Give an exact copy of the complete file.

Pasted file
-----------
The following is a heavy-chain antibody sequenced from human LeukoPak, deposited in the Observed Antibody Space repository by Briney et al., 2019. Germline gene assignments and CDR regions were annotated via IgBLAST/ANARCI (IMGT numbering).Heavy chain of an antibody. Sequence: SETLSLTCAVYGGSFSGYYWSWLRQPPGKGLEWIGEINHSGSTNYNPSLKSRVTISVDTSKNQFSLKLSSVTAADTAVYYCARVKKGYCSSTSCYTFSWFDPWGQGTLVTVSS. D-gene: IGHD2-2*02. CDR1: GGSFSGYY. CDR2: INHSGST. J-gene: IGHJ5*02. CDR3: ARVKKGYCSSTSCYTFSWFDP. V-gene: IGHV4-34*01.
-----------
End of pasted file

The following is a heavy-chain antibody sequenced from human LeukoPak, deposited in the Observed Antibody Space repository by Briney et al., 2019. Germline gene assignments and CDR regions were annotated via IgBLAST/ANARCI (IMGT numbering).Heavy chain of an antibody. Sequence: SETLSLTCAVYGGSFSGYYWSWLRQPPGKGLEWIGEINHSGSTNYNPSLKSRVTISVDTSKNQFSLKLSSVTAADTAVYYCARVKKGYCSSTSCYTFSWFDPWGQGTLVTVSS. D-gene: IGHD2-2*02. CDR1: GGSFSGYY. CDR2: INHSGST. J-gene: IGHJ5*02. CDR3: ARVKKGYCSSTSCYTFSWFDP. V-gene: IGHV4-34*01.